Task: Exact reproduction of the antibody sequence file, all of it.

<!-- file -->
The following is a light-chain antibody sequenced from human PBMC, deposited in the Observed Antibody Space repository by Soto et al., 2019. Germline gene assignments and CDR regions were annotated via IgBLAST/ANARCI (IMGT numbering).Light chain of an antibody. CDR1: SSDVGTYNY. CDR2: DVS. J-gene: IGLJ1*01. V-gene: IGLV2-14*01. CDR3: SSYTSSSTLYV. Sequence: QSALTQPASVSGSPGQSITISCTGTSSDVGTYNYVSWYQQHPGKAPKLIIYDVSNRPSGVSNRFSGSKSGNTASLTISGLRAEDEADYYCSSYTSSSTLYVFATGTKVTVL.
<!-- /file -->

The following is a light-chain antibody sequenced from human PBMC, deposited in the Observed Antibody Space repository by Soto et al., 2019. Germline gene assignments and CDR regions were annotated via IgBLAST/ANARCI (IMGT numbering).Light chain of an antibody. CDR1: SSDVGTYNY. CDR2: DVS. J-gene: IGLJ1*01. V-gene: IGLV2-14*01. CDR3: SSYTSSSTLYV. Sequence: QSALTQPASVSGSPGQSITISCTGTSSDVGTYNYVSWYQQHPGKAPKLIIYDVSNRPSGVSNRFSGSKSGNTASLTISGLRAEDEADYYCSSYTSSSTLYVFATGTKVTVL.